I had a blog reader email me to ask if the new mortgage rules apply in a situation where he purchased a new home a year ago but won’t take possession until next year. His mortgage application is still in progress. Here’s what the government website says about exceptions:
The announced measure will apply to new mortgage insurance applications received on October 17, 2016 or later. This measure will not apply to mortgage loans where, before October 3, 2016: a mortgage insurance application was received; the lender made a legally binding commitment to make the loan; or the borrower entered into a legally binding agreement of purchase and sale for the property against which the loan is secured. Mortgage loans for which mortgage insurance applications are received after October 2, 2016 and before October 17, 2016 are also not affected by the rule change, provided that the mortgage is funded by March 1, 2017.
Looks like the government has broken the new measures down into three different time periods:
- Prior to October 3: The new rules don’t apply to you if your mortgage insurance application has already been received; if you already have a binding agreement to purchase in place, or if your lender has already committed to making the loan. (So, the person who asked about his new home would seem to be protected, although he should confirm this with his mortgage broker or his bank.)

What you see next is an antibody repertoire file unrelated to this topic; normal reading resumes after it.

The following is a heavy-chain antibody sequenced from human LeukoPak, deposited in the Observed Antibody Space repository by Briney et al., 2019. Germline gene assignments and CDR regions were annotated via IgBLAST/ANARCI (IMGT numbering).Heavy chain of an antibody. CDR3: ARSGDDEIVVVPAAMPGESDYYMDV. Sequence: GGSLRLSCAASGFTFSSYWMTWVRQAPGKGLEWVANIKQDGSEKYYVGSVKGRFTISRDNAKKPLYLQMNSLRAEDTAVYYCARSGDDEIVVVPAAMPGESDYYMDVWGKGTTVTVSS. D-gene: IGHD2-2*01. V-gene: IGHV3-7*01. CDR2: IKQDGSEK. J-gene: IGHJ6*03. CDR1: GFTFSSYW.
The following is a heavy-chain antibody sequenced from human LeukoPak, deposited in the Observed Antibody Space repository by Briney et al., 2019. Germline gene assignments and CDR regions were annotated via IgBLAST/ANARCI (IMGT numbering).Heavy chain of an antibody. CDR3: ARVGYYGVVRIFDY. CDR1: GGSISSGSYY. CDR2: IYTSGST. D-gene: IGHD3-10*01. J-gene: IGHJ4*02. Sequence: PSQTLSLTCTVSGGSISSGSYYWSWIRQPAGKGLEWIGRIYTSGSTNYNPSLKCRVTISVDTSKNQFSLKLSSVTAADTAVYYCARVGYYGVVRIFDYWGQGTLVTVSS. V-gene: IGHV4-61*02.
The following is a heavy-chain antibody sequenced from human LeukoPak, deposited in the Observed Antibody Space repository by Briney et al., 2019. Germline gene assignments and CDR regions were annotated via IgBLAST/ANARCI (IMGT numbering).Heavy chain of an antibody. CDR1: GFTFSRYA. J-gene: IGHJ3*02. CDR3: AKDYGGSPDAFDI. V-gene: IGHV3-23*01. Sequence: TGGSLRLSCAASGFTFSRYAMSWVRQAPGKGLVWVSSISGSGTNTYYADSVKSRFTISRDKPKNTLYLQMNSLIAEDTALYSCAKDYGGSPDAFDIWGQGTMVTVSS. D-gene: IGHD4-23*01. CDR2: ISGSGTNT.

- Between October 3 and October 16. The new rules don’t apply to new applications for mortgage insurance so long as the loan is funded by March 1, 2017 (it says “by” not “on or before” so that means the closing date has to be before March 17).
- From October 17 on. The new rules apply to all new mortgage insurance applications made after that date.
If you are in the processing of buying and want to avoid the more stringent “mortgage stress test”, it looks like the mortgage insurance application has to be received before October 17 and make the closing date has to be before March 1, 2017.
What about mortgages where insurance is not required? As per my previous post, whether your loan is insured or not depends on your lender, so be sure to check with your bank or mortgage broker to find out what measures apply to you.